EEC3 SYNDROME — EEC (ectrodactyly, ectodermal dysplasia, and cleft lip/palate) type 3 (EEC3) syndrome is an autosomal dominant disorder characterized by split hands and/or feet; abnormalities of the hair, skin, and teeth; and cleft lip and palate. EEC3 syndrome is caused by missense mutations in the DNA-binding protein domain of TP63 [11].

Clinical manifestations

Cutaneous — Individuals with EEC3 syndrome tend to have light-colored hair that is coarse and dry, and it may be sparse. Eyebrows and eyelashes are sparse. Nails are thin, brittle, and occasionally have pits. Skin is dry. Sweating is variable. In one study of 14 patients with EEC3, 9 patients (64 percent) had a normal number of sweat glands and produced sufficient sweat in response to pilocarpine. All others had clearly reduced sweating ability and fewer sweat glands but not anhidrosis [12].

Extracutaneous — Extracutaneous manifestations include:

Dental anomalies – Hypodontia is common, and teeth can be conical in shape, with poor enamel and an increased risk of caries.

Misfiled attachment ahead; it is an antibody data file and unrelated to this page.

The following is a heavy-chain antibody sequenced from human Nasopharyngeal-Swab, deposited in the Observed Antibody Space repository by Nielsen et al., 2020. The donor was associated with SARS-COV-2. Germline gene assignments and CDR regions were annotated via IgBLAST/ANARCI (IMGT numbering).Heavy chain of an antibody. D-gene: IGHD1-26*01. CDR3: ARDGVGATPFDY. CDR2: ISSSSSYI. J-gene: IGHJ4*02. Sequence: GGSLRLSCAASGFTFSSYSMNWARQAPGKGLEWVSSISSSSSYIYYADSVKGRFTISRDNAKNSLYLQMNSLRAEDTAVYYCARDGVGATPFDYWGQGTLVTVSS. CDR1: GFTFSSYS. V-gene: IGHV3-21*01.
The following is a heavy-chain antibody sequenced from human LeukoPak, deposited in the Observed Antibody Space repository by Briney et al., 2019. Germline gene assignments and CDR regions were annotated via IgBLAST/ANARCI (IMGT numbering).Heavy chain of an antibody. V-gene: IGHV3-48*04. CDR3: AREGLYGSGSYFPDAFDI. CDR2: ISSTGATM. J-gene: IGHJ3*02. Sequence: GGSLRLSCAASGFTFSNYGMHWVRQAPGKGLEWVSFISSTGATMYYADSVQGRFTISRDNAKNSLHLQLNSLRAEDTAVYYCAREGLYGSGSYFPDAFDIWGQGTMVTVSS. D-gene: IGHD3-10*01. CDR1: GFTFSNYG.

Facial features – Facial features include midface hypoplasia, a broad nasal tip, and a short philtrum. Cleft lip and/or palate is present in 60 to 75 percent of individuals with EEC3 syndrome.

Limb anomalies – Limb anomalies include split-hand/foot, syndactyly, oligodactyly, and digital duplication (picture 1A-B) [5,13]. Any combination of one to four extremities can be involved.

Absent lacrimal puncta – Absent lacrimal puncta occur in most patients, with secondary tearing, dacryocystitis, blepharitis, keratoconjunctivitis, corneal ulceration, and scarring. Research studies are ongoing to create stem cells to potentially treat the corneal damage [14].

Genitourinary anomalies – Genitourinary tract malformations occur in at least 50 percent of individuals with EEC3 syndrome, including hydroureter, hydronephrosis, renal agenesis, urethral stenosis, micropenis, hypospadias, and cryptorchidism [15].

Endocrine abnormalities – Endocrine abnormalities may include growth hormone deficiency, hypogonadotropic hypogonadism, and arginine vasopressin deficiency (previously called central diabetes insipidus) [16].